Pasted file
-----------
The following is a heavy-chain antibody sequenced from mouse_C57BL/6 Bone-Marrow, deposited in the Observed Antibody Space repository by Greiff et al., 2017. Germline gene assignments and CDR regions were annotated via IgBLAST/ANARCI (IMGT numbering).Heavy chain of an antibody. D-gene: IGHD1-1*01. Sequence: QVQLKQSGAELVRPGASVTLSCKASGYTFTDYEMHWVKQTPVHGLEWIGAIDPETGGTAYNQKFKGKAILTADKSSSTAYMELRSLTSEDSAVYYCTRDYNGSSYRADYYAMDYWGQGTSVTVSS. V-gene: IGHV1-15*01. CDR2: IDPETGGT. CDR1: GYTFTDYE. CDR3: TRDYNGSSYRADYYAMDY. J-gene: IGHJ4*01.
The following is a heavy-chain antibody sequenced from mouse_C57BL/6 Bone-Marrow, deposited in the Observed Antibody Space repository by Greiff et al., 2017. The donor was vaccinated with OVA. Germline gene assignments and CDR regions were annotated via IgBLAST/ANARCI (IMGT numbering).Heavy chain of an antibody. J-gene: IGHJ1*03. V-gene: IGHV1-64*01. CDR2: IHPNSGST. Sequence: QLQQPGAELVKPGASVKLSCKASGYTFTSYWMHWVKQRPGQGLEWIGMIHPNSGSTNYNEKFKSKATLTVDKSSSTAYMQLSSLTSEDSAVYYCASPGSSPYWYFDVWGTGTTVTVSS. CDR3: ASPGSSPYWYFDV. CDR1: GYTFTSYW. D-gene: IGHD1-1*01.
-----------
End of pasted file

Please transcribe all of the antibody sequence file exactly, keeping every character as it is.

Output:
The following is a heavy-chain antibody sequenced from mouse_C57BL/6 Bone-Marrow, deposited in the Observed Antibody Space repository by Greiff et al., 2017. Germline gene assignments and CDR regions were annotated via IgBLAST/ANARCI (IMGT numbering).Heavy chain of an antibody. D-gene: IGHD1-1*01. Sequence: QVQLKQSGAELVRPGASVTLSCKASGYTFTDYEMHWVKQTPVHGLEWIGAIDPETGGTAYNQKFKGKAILTADKSSSTAYMELRSLTSEDSAVYYCTRDYNGSSYRADYYAMDYWGQGTSVTVSS. V-gene: IGHV1-15*01. CDR2: IDPETGGT. CDR1: GYTFTDYE. CDR3: TRDYNGSSYRADYYAMDY. J-gene: IGHJ4*01.
The following is a heavy-chain antibody sequenced from mouse_C57BL/6 Bone-Marrow, deposited in the Observed Antibody Space repository by Greiff et al., 2017. The donor was vaccinated with OVA. Germline gene assignments and CDR regions were annotated via IgBLAST/ANARCI (IMGT numbering).Heavy chain of an antibody. J-gene: IGHJ1*03. V-gene: IGHV1-64*01. CDR2: IHPNSGST. Sequence: QLQQPGAELVKPGASVKLSCKASGYTFTSYWMHWVKQRPGQGLEWIGMIHPNSGSTNYNEKFKSKATLTVDKSSSTAYMQLSSLTSEDSAVYYCASPGSSPYWYFDVWGTGTTVTVSS. CDR3: ASPGSSPYWYFDV. CDR1: GYTFTSYW. D-gene: IGHD1-1*01.